Collaborating to promote responsible seafood sourcing in Peru

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No one person or organization can change a system. Improving seafood sourcing, shifting supply chains, and strengthening small-scale fisheries all require massive and long-term efforts from multiple stakeholders and passionate advocates. Still, every system has intervention points or key levers that can help accelerate change. As we try to build a movement for responsible seafood sourcing in Peru, we’ve identified chefs as powerful levers for driving the movement.

Responsible seafood sourcing is still emerging as a concept in Peru. In some other countries, responsible sourcing has been incentivized either by public call-outs of bad actors or by incentives to use sustainable sourcing to access new markets. In Peru, these positive and negative incentives don’t yet exist in the same way. That’s what makes chefs so important: the gastronomic sector has a key role to play both in the way ingredients are sourced, and through the messages shared with the public. Chefs are at the heart of Peru’s reputation as a seafood-driven culinary destination, and getting them excited about responsible sourcing can be a shortcut to popularizing the idea more widely and generating a national movement. This is vital, especially as the need for responsible use of our marine resources becomes increasingly critical.

That’s why we’ve joined forces with the Peruvian Society of Environmental Law (SPDA) to participate in their “Pact for Responsible Fisheries” campaign, convened by Conservamos por Naturaleza, an initiative of SPDA. Our project to create a responsible seafood sourcing guide supports this campaign by inviting supply chain actors to dig in and help define criteria and best practices for enabling improvements that support preservation of marine resources for future generations. We’re joined by Oceana, whose research on seafood mislabeling provides a vital grounding of the need for, and potential value of, accurate labeling and responsible sourcing. Collaborating closely with these organizations lets us combine forces as we work toward a common goal.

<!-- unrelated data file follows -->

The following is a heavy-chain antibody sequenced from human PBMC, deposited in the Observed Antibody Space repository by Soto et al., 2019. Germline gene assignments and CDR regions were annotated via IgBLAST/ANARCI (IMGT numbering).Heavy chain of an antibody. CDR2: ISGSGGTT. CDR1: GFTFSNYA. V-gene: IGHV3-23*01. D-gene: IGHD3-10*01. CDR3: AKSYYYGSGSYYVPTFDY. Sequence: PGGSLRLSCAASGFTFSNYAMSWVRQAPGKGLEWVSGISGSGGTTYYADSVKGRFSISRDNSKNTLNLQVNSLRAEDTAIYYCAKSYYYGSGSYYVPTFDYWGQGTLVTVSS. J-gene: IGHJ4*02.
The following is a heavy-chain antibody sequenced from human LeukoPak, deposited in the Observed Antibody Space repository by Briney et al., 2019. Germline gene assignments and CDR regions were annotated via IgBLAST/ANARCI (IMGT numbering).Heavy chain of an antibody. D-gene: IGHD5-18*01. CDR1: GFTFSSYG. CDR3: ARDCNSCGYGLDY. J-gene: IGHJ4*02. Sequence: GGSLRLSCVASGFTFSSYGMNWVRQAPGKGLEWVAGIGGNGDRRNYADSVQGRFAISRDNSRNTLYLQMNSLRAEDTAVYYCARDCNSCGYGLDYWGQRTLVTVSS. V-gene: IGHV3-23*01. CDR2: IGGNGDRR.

On February 25, our Peru Program Manager, Gretchen Thuesen, contributed to a “responsible fisheries 101” discussion with a group of chefs and restaurateurs who gathered as part of this campaign. The meeting began with an introduction to the current state of fisheries in Peru, presented by Bruno Monteferri of SPDA, and a primer on mislabeling in Peruvian seafood supply chains from Juan Carlos Riveros of Oceana. This was followed by Gretchen’s overview of Future of Fish’s research on responsible sourcing around the world and how it might apply to the Peruvian context. While Peru is unique due to the makeup of its fisheries, markets, and specific culinary legacy, there’s a lot to be learned from other countries — in fact, many face similar challenges, and the various models and strategies developed around the world can provide valuable learnings when implementing sustainability in Peru.

Gretchen also took the opportunity to present some of the findings from our recently-conducted seafood market survey, which evaluated Peru’s current seafood market demand by collecting information on restaurant and consumer seafood consumption patterns, purchasing preferences, and knowledge about responsible fishing. It also allowed us to compare and contrast what we found in Peru with what’s happening in other countries. A short report of the key findings from this survey is being produced, and will be shared in the coming weeks.

Next, we’ll be working with partners and supply chain actors to start building momentum for this guide. We’ll engage and rely on local experts to help shape next steps and make sure our plan for the seafood guide matches what is wanted and needed. We will be building a working group and holding a series of meetings to define and agree on responsible sourcing criteria, before finalizing the guide.

Peru’s chefs — world-leading, influential, and eager to innovate — can help lead the push towards more responsible seafood sourcing in Peru’s small-scale fisheries. We’re excited for the next steps, and to continue collaborating with local actors across the country.